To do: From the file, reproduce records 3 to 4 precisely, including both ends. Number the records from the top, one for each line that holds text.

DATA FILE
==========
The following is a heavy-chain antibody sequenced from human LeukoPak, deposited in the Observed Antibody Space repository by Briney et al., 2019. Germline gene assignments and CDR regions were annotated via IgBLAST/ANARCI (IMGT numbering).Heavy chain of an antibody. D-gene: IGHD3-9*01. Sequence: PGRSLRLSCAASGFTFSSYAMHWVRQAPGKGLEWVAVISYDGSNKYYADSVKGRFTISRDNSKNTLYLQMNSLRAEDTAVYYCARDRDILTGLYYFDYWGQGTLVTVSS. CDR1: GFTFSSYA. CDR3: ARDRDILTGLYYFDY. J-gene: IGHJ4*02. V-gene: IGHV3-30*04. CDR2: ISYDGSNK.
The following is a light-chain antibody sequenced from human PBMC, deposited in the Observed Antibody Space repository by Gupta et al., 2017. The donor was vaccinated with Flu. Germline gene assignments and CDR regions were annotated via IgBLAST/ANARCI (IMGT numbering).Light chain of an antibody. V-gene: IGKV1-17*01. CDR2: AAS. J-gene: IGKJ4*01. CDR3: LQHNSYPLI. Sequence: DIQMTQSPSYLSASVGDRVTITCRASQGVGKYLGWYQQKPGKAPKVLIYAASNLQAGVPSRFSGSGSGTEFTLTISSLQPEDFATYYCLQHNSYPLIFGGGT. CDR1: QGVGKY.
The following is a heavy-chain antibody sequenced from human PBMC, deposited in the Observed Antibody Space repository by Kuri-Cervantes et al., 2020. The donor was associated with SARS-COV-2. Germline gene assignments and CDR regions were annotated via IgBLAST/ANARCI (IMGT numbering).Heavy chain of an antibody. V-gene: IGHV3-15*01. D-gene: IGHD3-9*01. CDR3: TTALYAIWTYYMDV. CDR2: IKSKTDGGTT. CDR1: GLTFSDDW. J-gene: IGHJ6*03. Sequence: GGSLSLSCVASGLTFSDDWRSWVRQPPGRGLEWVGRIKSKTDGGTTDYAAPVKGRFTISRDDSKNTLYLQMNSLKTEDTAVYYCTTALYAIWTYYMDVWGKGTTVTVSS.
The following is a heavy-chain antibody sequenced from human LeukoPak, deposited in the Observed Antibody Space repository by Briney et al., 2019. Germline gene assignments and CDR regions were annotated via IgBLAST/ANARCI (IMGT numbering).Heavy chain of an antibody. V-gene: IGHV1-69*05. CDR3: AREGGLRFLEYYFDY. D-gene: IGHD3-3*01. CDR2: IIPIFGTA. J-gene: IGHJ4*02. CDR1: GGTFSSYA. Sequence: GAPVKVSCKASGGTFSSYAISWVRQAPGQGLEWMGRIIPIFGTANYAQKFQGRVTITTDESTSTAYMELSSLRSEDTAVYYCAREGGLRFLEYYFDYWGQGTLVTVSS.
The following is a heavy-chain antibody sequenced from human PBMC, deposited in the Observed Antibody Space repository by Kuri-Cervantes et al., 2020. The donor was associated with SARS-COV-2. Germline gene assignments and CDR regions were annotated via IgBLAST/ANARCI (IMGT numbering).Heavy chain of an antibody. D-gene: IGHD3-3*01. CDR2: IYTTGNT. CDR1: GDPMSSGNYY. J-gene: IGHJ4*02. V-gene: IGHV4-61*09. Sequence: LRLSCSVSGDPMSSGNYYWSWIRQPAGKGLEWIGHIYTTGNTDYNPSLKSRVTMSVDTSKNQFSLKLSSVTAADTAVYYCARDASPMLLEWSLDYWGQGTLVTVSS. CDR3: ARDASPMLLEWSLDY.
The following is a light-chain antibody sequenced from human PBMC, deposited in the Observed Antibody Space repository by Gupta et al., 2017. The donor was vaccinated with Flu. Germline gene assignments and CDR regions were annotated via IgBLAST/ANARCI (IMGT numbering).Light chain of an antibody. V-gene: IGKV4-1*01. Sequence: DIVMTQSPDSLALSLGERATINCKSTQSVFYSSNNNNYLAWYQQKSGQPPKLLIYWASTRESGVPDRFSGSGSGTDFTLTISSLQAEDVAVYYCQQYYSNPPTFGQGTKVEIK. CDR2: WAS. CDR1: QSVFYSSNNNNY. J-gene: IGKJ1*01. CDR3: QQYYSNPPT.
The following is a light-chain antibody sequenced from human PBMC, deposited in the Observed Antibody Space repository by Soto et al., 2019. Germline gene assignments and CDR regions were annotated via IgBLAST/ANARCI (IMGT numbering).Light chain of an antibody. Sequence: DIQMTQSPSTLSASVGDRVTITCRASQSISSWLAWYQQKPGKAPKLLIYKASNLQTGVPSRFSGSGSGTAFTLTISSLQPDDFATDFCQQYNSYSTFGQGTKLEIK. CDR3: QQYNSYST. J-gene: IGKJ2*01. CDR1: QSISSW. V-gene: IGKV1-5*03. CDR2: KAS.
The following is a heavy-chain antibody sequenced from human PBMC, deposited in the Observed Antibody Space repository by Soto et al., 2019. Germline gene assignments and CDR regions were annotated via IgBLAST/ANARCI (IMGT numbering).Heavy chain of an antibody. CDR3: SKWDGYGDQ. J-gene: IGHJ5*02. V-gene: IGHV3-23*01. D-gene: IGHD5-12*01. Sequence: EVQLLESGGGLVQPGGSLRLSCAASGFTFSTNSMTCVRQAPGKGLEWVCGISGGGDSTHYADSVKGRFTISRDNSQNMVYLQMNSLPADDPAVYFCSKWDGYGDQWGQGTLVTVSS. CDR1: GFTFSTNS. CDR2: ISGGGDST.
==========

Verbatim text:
The following is a heavy-chain antibody sequenced from human PBMC, deposited in the Observed Antibody Space repository by Kuri-Cervantes et al., 2020. The donor was associated with SARS-COV-2. Germline gene assignments and CDR regions were annotated via IgBLAST/ANARCI (IMGT numbering).Heavy chain of an antibody. V-gene: IGHV3-15*01. D-gene: IGHD3-9*01. CDR3: TTALYAIWTYYMDV. CDR2: IKSKTDGGTT. CDR1: GLTFSDDW. J-gene: IGHJ6*03. Sequence: GGSLSLSCVASGLTFSDDWRSWVRQPPGRGLEWVGRIKSKTDGGTTDYAAPVKGRFTISRDDSKNTLYLQMNSLKTEDTAVYYCTTALYAIWTYYMDVWGKGTTVTVSS.
The following is a heavy-chain antibody sequenced from human LeukoPak, deposited in the Observed Antibody Space repository by Briney et al., 2019. Germline gene assignments and CDR regions were annotated via IgBLAST/ANARCI (IMGT numbering).Heavy chain of an antibody. V-gene: IGHV1-69*05. CDR3: AREGGLRFLEYYFDY. D-gene: IGHD3-3*01. CDR2: IIPIFGTA. J-gene: IGHJ4*02. CDR1: GGTFSSYA. Sequence: GAPVKVSCKASGGTFSSYAISWVRQAPGQGLEWMGRIIPIFGTANYAQKFQGRVTITTDESTSTAYMELSSLRSEDTAVYYCAREGGLRFLEYYFDYWGQGTLVTVSS.